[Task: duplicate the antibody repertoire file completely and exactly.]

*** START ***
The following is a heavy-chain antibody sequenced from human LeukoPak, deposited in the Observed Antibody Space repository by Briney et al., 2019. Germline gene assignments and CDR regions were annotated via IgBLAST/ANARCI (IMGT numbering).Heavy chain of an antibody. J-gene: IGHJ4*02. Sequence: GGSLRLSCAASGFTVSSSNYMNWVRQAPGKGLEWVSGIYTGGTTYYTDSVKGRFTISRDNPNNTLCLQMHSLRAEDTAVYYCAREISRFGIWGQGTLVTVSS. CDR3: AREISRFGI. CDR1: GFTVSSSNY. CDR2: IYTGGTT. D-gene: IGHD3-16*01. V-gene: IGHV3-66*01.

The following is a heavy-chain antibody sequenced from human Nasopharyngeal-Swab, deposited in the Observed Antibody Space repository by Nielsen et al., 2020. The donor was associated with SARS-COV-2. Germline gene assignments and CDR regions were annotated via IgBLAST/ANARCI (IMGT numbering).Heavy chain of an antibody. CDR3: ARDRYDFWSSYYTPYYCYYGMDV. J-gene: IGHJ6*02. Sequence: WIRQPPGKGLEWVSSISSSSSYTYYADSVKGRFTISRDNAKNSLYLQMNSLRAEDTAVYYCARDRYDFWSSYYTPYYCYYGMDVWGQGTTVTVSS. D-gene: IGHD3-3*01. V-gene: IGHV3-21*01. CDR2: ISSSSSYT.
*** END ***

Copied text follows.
The following is a heavy-chain antibody sequenced from human LeukoPak, deposited in the Observed Antibody Space repository by Briney et al., 2019. Germline gene assignments and CDR regions were annotated via IgBLAST/ANARCI (IMGT numbering).Heavy chain of an antibody. J-gene: IGHJ4*02. Sequence: GGSLRLSCAASGFTVSSSNYMNWVRQAPGKGLEWVSGIYTGGTTYYTDSVKGRFTISRDNPNNTLCLQMHSLRAEDTAVYYCAREISRFGIWGQGTLVTVSS. CDR3: AREISRFGI. CDR1: GFTVSSSNY. CDR2: IYTGGTT. D-gene: IGHD3-16*01. V-gene: IGHV3-66*01.

The following is a heavy-chain antibody sequenced from human Nasopharyngeal-Swab, deposited in the Observed Antibody Space repository by Nielsen et al., 2020. The donor was associated with SARS-COV-2. Germline gene assignments and CDR regions were annotated via IgBLAST/ANARCI (IMGT numbering).Heavy chain of an antibody. CDR3: ARDRYDFWSSYYTPYYCYYGMDV. J-gene: IGHJ6*02. Sequence: WIRQPPGKGLEWVSSISSSSSYTYYADSVKGRFTISRDNAKNSLYLQMNSLRAEDTAVYYCARDRYDFWSSYYTPYYCYYGMDVWGQGTTVTVSS. D-gene: IGHD3-3*01. V-gene: IGHV3-21*01. CDR2: ISSSSSYT.